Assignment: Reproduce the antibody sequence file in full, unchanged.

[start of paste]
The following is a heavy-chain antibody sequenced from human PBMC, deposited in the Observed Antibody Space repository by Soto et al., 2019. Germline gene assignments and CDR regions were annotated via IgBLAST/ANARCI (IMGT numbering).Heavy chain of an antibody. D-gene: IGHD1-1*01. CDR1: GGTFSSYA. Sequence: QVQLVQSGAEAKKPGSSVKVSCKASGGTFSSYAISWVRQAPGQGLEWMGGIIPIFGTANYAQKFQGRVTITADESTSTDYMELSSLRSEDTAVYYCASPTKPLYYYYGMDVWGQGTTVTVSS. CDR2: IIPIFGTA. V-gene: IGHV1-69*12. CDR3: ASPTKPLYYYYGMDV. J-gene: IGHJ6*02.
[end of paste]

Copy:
The following is a heavy-chain antibody sequenced from human PBMC, deposited in the Observed Antibody Space repository by Soto et al., 2019. Germline gene assignments and CDR regions were annotated via IgBLAST/ANARCI (IMGT numbering).Heavy chain of an antibody. D-gene: IGHD1-1*01. CDR1: GGTFSSYA. Sequence: QVQLVQSGAEAKKPGSSVKVSCKASGGTFSSYAISWVRQAPGQGLEWMGGIIPIFGTANYAQKFQGRVTITADESTSTDYMELSSLRSEDTAVYYCASPTKPLYYYYGMDVWGQGTTVTVSS. CDR2: IIPIFGTA. V-gene: IGHV1-69*12. CDR3: ASPTKPLYYYYGMDV. J-gene: IGHJ6*02.